`CartesianDomains.expand`

— MethodExpand the `CartesianIndices`

by `n`

indices on `axis`

`CartesianDomains.expand`

— MethodExpand the `CartesianIndices`

by `n`

indices on all axes

`CartesianDomains.expand_lower`

— MethodExpand the CartesianIndices starting index by `-n`

on all axes

`CartesianDomains.expand_lower`

— MethodExpand the CartesianIndices starting index by `-n`

on all axes

`CartesianDomains.expand_upper`

— MethodExpand the CartesianIndices upper index by `n`

on `axis`

`CartesianDomains.expand_upper`

— MethodExpand the CartesianIndices ending index by `n`

on all axes

`CartesianDomains.extract_from_lower`

— MethodExtract a subdomain from the lower boundary of `domain`

along `axis`

with a width of `n`

(along `axis`

)

`CartesianDomains.extract_from_upper`

— MethodExtract a subdomain from the upper boundary of `domain`

along `axis`

with a width of `n`

(along `axis`

)

`CartesianDomains.haloedge_regions`

— Method`haloedge_regions(domain::CartesianIndices{N}, axis::Int, nhalo::Int, nedge::Int) where {N}`

Extract the halo regions along the edges of `domain`

with a width of `nhalo`

and corresponding edge regions of size `nedge`

from the interior of the domain. This will provide an edge region with a size `nedge`

elements along `axis`

. As an example, say you have a halo region of 2 elements, but you only want the outermost edge that is adjacent to the halo region. Calling `haloedge_regions(domain, 3, 2, 1)`

will give you a halo region 2 elements thick on the third axis, but the edge region will only be 1 element thick.

**Example**

```
julia> A = [i for i in 1:10];
julia> full = CartesianIndices(A) # this is the entire "domain"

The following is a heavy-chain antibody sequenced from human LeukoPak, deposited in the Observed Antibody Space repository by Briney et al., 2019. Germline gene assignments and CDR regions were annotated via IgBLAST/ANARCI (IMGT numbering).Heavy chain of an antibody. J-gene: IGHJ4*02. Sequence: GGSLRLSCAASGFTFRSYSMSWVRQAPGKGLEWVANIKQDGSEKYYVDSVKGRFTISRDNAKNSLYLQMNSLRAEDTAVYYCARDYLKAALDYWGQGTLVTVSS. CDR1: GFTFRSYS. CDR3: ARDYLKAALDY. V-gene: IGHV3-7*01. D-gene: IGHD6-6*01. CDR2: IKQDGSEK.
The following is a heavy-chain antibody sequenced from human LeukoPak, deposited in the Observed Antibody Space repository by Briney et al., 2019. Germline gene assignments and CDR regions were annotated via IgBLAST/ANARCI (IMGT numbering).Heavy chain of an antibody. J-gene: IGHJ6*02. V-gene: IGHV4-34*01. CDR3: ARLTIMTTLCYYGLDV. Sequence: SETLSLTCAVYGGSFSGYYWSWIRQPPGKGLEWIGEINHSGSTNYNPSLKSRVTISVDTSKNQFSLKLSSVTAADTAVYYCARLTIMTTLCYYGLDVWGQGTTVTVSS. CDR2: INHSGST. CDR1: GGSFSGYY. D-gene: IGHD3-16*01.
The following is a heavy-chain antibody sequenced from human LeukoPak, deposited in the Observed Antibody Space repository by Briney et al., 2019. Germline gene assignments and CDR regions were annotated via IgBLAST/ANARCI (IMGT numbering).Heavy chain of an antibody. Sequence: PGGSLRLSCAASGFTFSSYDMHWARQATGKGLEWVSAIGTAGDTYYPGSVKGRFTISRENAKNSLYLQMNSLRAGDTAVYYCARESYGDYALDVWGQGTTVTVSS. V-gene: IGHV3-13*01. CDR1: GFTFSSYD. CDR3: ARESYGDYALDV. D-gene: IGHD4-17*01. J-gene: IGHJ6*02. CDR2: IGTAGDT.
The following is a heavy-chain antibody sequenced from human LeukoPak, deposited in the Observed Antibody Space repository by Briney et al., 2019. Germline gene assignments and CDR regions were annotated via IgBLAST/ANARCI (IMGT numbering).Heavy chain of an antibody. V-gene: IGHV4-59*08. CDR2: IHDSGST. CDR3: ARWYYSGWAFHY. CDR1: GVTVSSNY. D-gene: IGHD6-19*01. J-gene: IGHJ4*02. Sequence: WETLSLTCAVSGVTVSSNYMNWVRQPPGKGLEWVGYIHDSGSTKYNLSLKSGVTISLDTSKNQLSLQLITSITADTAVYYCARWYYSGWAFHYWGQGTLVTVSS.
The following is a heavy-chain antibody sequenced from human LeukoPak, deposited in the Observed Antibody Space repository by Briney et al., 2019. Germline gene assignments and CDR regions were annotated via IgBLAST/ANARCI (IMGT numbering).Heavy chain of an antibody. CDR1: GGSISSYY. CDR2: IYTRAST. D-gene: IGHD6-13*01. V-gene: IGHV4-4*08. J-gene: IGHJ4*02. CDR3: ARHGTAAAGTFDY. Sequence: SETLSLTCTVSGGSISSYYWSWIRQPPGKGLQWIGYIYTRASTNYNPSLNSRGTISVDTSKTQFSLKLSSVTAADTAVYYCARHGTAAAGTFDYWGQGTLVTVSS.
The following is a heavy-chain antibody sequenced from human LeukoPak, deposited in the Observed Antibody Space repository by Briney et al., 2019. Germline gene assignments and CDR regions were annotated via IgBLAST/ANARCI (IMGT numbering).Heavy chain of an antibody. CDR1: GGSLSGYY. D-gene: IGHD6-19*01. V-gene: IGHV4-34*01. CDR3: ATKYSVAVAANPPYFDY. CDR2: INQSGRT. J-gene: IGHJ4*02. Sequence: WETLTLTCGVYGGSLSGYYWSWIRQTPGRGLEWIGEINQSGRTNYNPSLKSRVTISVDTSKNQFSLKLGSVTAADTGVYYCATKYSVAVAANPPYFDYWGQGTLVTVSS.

CartesianIndices((10,))
julia> halo, edge = haloedge_regions(full, 1, 2, 1) # this uses a halo region of 2 and edge of 1
(
halo = (lo = CartesianIndices((1:2,)), hi = CartesianIndices((9:10,))),
edge = (lo = CartesianIndices((3:3,)), hi = CartesianIndices((8:8,)))
)
```

`CartesianDomains.haloedge_regions`

— Method`haloedge_regions(domain::CartesianIndices{N}, axis::Int, nhalo::Int) where {N}`

Extract the halo regions along the edges of `domain`

with a width of `nhalo`

and corresponding edge regions from the interior of the domain. This will create and edge region of the same dimension as the halo region.

**Example**

```
julia> A = [i for i in 1:10];
julia> full = CartesianIndices(A) # this is the entire "domain"
CartesianIndices((10,))
julia> halo, edge = haloedge_regions(full, 1, 2)
(
halo = (lo = CartesianIndices((1:2,)), hi = CartesianIndices((9:10,))),
edge = (lo = CartesianIndices((3:4,)), hi = CartesianIndices((7:8,)))
)
```

`CartesianDomains.lower_boundary_indices`

— MethodTake a given CartesianIndices and extract only the lower boundary indices at an offset of `n`

along a given `axis`

.

**Example**

```
julia> domain = CartesianIndices((1:10, 4:8))
CartesianIndices((1:10, 4:8))
julia> lower_boundary_indices(domain, 2, 0) # select the first index on axis 2
CartesianIndices((1:10, 4:4))
```

`CartesianDomains.shift`

— Method`shift(I::CartesianIndex, axis::Int, n::Int)`

Shift a single `CartesianIndex`

by `n`

on a given `axis`

`CartesianDomains.shift`

— Method`shift(domain::CartesianIndices, axis::Int, n::Int)`

Shift a `CartesianIndices`

domain by `n`

on a given `axis`

`CartesianDomains.tile`

— Method`tile(domain, fraction)`

Split `domain`

up by `fraction`

into smaller chunks. This is designed to split a CartesianIndex into subdomains. `fraction`

can be a single `Int`

or a `NTuple{Int}`

`CartesianDomains.upper_boundary_indices`

— MethodTake a given CartesianIndices and extract only the upper boundary indices at an offset of `n`

along a given `axis`

.

**Example**

```
julia> domain = CartesianIndices((1:10, 4:8))
CartesianIndices((1:10, 4:8))
julia> upper_boundary_indices(domain, 2, 1)
CartesianIndices((1:10, 8:8))
```

`CartesianDomains.δ`

— MethodApply a delta function to the cartesian index on a specified axis. For example, `δ(3, CartesianIndex(1,2,3))`

will give `CartesianIndex(0,0,1)`

.